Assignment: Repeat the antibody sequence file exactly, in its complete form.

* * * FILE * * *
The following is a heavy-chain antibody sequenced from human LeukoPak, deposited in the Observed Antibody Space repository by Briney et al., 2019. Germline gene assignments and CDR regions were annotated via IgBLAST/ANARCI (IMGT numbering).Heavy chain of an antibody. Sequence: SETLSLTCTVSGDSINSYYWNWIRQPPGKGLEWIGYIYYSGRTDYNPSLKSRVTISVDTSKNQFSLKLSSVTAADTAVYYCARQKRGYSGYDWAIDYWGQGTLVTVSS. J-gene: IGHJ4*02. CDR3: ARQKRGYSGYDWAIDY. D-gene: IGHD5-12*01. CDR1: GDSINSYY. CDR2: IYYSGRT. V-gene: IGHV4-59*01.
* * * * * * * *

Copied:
The following is a heavy-chain antibody sequenced from human LeukoPak, deposited in the Observed Antibody Space repository by Briney et al., 2019. Germline gene assignments and CDR regions were annotated via IgBLAST/ANARCI (IMGT numbering).Heavy chain of an antibody. Sequence: SETLSLTCTVSGDSINSYYWNWIRQPPGKGLEWIGYIYYSGRTDYNPSLKSRVTISVDTSKNQFSLKLSSVTAADTAVYYCARQKRGYSGYDWAIDYWGQGTLVTVSS. J-gene: IGHJ4*02. CDR3: ARQKRGYSGYDWAIDY. D-gene: IGHD5-12*01. CDR1: GDSINSYY. CDR2: IYYSGRT. V-gene: IGHV4-59*01.